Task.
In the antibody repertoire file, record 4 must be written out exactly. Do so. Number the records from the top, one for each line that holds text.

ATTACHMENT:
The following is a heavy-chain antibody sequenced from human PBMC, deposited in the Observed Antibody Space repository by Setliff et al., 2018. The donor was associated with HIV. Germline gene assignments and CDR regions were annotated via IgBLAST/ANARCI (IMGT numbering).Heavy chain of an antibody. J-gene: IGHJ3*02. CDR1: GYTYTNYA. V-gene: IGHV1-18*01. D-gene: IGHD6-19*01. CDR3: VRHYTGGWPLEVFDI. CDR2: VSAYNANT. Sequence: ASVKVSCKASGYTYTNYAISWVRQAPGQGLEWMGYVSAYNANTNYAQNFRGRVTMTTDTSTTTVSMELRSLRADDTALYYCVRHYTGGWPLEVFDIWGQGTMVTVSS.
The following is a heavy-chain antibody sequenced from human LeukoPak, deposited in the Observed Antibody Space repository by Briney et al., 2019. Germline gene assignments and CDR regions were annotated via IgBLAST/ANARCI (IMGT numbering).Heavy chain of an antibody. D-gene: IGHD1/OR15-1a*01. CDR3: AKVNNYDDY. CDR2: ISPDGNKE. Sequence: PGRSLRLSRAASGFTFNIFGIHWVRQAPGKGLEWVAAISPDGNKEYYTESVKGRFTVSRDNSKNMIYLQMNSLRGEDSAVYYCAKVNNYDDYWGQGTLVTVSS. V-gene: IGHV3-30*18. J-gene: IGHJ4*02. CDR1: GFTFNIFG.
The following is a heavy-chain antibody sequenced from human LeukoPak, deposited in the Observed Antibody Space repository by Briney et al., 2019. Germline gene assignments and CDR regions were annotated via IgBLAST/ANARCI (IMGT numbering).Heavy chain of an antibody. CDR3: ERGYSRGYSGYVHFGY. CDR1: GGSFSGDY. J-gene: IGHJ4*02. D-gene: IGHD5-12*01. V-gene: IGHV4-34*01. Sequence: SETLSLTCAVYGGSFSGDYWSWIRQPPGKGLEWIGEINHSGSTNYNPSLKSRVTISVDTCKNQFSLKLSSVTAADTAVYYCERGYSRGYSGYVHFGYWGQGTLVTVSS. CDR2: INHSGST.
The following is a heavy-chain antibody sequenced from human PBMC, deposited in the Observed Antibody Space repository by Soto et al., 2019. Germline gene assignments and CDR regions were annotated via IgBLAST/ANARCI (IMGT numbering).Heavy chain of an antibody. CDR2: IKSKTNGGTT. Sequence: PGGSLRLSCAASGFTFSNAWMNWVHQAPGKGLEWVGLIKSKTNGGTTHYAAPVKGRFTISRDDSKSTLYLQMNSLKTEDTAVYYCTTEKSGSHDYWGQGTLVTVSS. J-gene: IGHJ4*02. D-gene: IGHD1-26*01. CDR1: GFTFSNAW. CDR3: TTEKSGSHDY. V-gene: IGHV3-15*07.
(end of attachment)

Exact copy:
The following is a heavy-chain antibody sequenced from human PBMC, deposited in the Observed Antibody Space repository by Soto et al., 2019. Germline gene assignments and CDR regions were annotated via IgBLAST/ANARCI (IMGT numbering).Heavy chain of an antibody. CDR2: IKSKTNGGTT. Sequence: PGGSLRLSCAASGFTFSNAWMNWVHQAPGKGLEWVGLIKSKTNGGTTHYAAPVKGRFTISRDDSKSTLYLQMNSLKTEDTAVYYCTTEKSGSHDYWGQGTLVTVSS. J-gene: IGHJ4*02. D-gene: IGHD1-26*01. CDR1: GFTFSNAW. CDR3: TTEKSGSHDY. V-gene: IGHV3-15*07.